The latest ShapeShifter novel brings us into the band's life after bassist Trevor Wolff's cancer treatment and subsequent collapse (as outlined in "Trevor's Song"). Trevor's usual bravado is a misguided attempt to disguise his depression.

So, Mitchell Voss contacts his real estate agent uncle about finding an appropriate rehearsal space in town where the band can also have offices: enter, the slaughterhouse. Or, The Slaughterhouse, an abattoir that will be converted to the ideal space by a hot young architect.

Who happens to be Mitchell's brother-in-law.

Those who have read Susan Helene Gottfriend's books know that Kerry, Mitchell's wife, is estranged from her family. This is the book wherein we learn the reason.

This book is not nearly so much about the band as it is about Kerri and her brother, Stevie. I had a hard time relating to the latter character, who seemed a little spineless for a successful architect. However, it was interesting to watch the development of the story and learn more about the band members.

Nicely done.
(reviewed 10 days after purchase)
S.G. Lee reviewed on March 31, 2012

Review of King Trevor by Susan Helene Gottfried
These characters were written with such care in ‘Trevor’s Song' that the reader began to identify with the characters and wanted to know more about them and King Trevor does not disappoint as it delves into Keri’s aka Rusty’s background. The sequel to Trevor’s Song is a continuation of the story of Trevor and his relationships with his bandmate and best friend Mitchell and his wife Kerri aka Rusty. Trevor is not acting himself (the hedonistic Rock God).He is still sounding like the self-centred man he likes to show to the world, but Mitchell can tell he is depressed as he struggles with his life altering loss. Trevor is feeling out of place with the Shapeshifters, as he is no longer able to play bass with them and prance around the stage while the band is on tour. Mitchell sees all of this and wants to carve out a place for him as King Trevor. Trevor would run the band and manage the tour schedules, fan sites and studio and offices for Shapeshifters appearing every once in a while as a surprise to the fans with the band, but that requires a studio nearby and offices. Mitchell approaches Uncle Nils who finds them a building the old Slaughterhouse. It needs to be renovated but to do so they need an architect .Uncle Nils lines up Steve Broadhurst the head of Steel City Skyscrapers as their architect. The only problem is his Kerri’s brother Steve whom she hasn’t seen in three or four years. Trevor senses a story hidden there in Keri’s past and being Trevor he wants to know it in the guise it can harm Mitchell. This gives Trevor something to think about besides his own situation and ultimately leads him to his new career as King Trevor.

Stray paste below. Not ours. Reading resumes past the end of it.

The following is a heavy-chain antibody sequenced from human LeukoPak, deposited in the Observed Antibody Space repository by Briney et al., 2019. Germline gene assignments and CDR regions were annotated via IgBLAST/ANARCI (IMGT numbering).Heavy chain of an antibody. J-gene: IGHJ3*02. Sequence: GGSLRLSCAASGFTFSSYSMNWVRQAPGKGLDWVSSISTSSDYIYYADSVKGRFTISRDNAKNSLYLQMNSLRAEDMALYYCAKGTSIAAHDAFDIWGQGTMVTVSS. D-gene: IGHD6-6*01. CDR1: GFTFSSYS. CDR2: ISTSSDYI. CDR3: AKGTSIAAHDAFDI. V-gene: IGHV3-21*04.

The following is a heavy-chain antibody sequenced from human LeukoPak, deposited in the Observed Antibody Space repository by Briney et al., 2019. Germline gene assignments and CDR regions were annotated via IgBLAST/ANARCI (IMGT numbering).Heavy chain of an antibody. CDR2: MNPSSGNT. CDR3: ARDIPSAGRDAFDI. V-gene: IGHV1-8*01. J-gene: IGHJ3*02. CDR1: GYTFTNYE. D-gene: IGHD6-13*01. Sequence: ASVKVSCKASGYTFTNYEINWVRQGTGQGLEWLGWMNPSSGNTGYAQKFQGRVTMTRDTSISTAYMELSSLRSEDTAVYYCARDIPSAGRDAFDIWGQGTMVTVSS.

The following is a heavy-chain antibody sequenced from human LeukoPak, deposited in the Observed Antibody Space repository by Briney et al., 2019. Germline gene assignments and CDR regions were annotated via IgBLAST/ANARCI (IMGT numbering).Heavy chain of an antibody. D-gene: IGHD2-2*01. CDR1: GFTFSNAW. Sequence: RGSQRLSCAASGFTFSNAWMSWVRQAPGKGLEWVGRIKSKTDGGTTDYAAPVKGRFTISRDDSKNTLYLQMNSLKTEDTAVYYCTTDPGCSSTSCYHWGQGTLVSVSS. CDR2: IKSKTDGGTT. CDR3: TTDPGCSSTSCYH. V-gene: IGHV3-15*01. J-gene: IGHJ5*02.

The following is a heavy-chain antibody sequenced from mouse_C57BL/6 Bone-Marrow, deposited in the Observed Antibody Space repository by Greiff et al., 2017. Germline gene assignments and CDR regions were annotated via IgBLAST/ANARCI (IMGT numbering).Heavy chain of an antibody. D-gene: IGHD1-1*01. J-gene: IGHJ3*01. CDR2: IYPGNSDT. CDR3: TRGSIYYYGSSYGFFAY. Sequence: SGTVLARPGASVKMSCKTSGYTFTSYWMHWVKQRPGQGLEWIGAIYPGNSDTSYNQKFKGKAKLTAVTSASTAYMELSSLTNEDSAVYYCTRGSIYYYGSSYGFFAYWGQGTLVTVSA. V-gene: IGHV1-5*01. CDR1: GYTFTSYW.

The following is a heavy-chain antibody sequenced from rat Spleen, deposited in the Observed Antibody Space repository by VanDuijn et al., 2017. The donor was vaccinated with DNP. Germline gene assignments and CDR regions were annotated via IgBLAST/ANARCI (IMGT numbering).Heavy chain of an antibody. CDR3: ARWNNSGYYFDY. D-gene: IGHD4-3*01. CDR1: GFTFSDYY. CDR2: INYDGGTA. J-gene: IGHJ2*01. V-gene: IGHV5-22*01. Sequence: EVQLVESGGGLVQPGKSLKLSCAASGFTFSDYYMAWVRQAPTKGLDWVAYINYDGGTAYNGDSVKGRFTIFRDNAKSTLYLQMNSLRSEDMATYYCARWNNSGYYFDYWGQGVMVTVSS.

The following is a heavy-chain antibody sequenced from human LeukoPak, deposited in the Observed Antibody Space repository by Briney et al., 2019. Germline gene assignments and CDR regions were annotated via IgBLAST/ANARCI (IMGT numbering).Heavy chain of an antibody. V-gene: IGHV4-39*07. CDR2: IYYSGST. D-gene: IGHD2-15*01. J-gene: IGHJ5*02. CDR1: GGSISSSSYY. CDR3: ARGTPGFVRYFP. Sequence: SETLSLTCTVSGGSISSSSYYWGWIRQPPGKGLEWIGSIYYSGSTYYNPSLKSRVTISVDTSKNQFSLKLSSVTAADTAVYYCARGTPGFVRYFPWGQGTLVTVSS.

With biting wit and clever conversations the reader will truly enjoy this exceptionally written book.
5 ★★★★★ out of 5 ★★★★★
(reviewed 2 days after purchase)